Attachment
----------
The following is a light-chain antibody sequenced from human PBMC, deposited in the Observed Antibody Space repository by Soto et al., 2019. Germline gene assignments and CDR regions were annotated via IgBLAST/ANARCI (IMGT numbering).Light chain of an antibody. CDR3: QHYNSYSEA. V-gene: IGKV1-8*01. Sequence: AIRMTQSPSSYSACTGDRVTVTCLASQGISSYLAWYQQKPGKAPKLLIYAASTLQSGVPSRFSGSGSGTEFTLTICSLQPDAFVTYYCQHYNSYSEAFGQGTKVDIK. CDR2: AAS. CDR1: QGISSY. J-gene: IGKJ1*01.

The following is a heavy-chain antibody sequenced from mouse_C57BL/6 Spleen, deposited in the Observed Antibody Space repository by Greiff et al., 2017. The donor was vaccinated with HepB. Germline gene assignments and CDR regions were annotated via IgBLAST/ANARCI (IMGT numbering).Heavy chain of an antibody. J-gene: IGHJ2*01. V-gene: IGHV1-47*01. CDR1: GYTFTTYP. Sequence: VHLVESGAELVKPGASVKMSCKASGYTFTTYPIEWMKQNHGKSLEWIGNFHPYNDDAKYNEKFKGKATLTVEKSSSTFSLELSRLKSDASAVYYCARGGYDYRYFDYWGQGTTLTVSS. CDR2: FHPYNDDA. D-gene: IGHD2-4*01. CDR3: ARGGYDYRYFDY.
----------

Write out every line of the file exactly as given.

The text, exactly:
The following is a light-chain antibody sequenced from human PBMC, deposited in the Observed Antibody Space repository by Soto et al., 2019. Germline gene assignments and CDR regions were annotated via IgBLAST/ANARCI (IMGT numbering).Light chain of an antibody. CDR3: QHYNSYSEA. V-gene: IGKV1-8*01. Sequence: AIRMTQSPSSYSACTGDRVTVTCLASQGISSYLAWYQQKPGKAPKLLIYAASTLQSGVPSRFSGSGSGTEFTLTICSLQPDAFVTYYCQHYNSYSEAFGQGTKVDIK. CDR2: AAS. CDR1: QGISSY. J-gene: IGKJ1*01.

The following is a heavy-chain antibody sequenced from mouse_C57BL/6 Spleen, deposited in the Observed Antibody Space repository by Greiff et al., 2017. The donor was vaccinated with HepB. Germline gene assignments and CDR regions were annotated via IgBLAST/ANARCI (IMGT numbering).Heavy chain of an antibody. J-gene: IGHJ2*01. V-gene: IGHV1-47*01. CDR1: GYTFTTYP. Sequence: VHLVESGAELVKPGASVKMSCKASGYTFTTYPIEWMKQNHGKSLEWIGNFHPYNDDAKYNEKFKGKATLTVEKSSSTFSLELSRLKSDASAVYYCARGGYDYRYFDYWGQGTTLTVSS. CDR2: FHPYNDDA. D-gene: IGHD2-4*01. CDR3: ARGGYDYRYFDY.